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Workers feeling the strain

Friday January 16, 2015 Written by 
Employers are optimistic about the year ahead, but these sentiments are not shared by staff, for whom sinking morale, burnout and stress-related absences have spiked.

This combination could mean employer efforts to hit aggressive business targets in 2015 could be seriously undermined if current staff are made to bear the burden, according to the fifth annual Hays Canada Salary Guide.

Conducted this past November, the Hays survey found that 70 per cent of Canadian companies anticipate increasing business activity in the coming months. Nevertheless, only 38 per cent of employers intend to add headcount during the same period. One-third also admit that their own lack of professional development programs contribute to a shortage of talent. The inability to find qualified help puts pressure on existing teams - 31 per cent report spikes in employee stress leaves and 34 per cent say staff morale has declined.

"Looking at the results this year, we have to ask ourselves whether employers are asking too much from their people in a quest to improve productivity and profitability," said Rowan O'Grady, president of Hays Canada. "Adding to this concern is the fact that nearly 40 per cent of employers believe that the absence of training and professional development is the reason for the skills shortage in their industry. Employers should be investing in skills development, recruitment and succession planning to keep pace with their ambitions." 

Skills shortage is employer's problem to fix  

Employers acknowledge that many of the factors that impact the talent issue are within their control. Thirty-five per cent feel they have a responsibility to boost numbers of qualified graduates by promoting themselves and their industries at the post-secondary level.

Equally important is succession planning. Few employers (12 per cent) say they are preparing for the future with active succession and knowledge transfer plans. With respect to salaries as a talent enticement, half say they're unsure if what they offer applicants is on par with the market average.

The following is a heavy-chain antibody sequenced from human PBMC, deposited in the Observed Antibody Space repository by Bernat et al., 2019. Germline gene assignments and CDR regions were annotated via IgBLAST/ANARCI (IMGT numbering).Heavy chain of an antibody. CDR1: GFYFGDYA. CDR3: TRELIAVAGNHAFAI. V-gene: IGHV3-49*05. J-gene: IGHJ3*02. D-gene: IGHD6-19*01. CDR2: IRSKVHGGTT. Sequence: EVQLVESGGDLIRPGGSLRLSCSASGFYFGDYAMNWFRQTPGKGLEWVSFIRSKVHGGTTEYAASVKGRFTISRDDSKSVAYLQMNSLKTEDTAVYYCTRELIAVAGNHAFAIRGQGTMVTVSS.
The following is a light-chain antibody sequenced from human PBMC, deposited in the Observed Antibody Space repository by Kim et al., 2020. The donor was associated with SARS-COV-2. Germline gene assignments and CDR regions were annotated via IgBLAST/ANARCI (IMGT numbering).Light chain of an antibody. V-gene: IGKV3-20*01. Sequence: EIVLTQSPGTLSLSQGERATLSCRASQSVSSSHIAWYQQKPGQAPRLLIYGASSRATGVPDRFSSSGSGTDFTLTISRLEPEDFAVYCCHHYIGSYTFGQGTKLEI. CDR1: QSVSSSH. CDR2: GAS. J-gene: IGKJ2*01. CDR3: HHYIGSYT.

Positive signs on the horizon

Despite unpredictable markets worldwide, responses from Canada's employers show that just under one-third of employers (32 per cent) plan to increase salaries by up to six per cent in 2015 and half (49 per cent) believe that the country's economy will continue to strengthen in the next six to 12 months. This level of optimism is at its highest point in five years and signifies a 15 point jump from its lowest levels in 2011.

"It appears Canadian employers are poised to capitalize on their positive outlook although I sincerely hope a focus on short-term gain doesn't distract them from resolving the looming challenges ahead," said O'Grady.

Other highlights from the survey include:

  • More than 50 per cent of employers believe their company's reputation and low profile are barriers to recruitment
  • Seventy per cent of employers say recruiting for senior roles is the most difficult and can take anywhere from two to six months to fill
  • Eighty-two per cent of employers say they made the wrong hire, likely due to desperation and a lack of time
  • Work from home options, flexible hours and extended benefits are the top-three incentives employers want to add in an effort to attract talent


0 #1 Tim Douglas 2015-02-10 13:09
In my mind if the industry wants to put up pay. All companies need to do it to level the playing field. This may require Government intervention. So that a Security industry minimum wage is set so that companies will have to go for contracts fighting with the office portion of the fees.No more of this sliding scale pays unless it is an increase. I believe a good wage range for a general duty guard would be 14-16 hourly. Companies also have to start paying staff who have been with them for a long time
More than a new staff. The particular company I am with I have been with for 15 years and I am receiving the same rate as a new guard 11.30/hr

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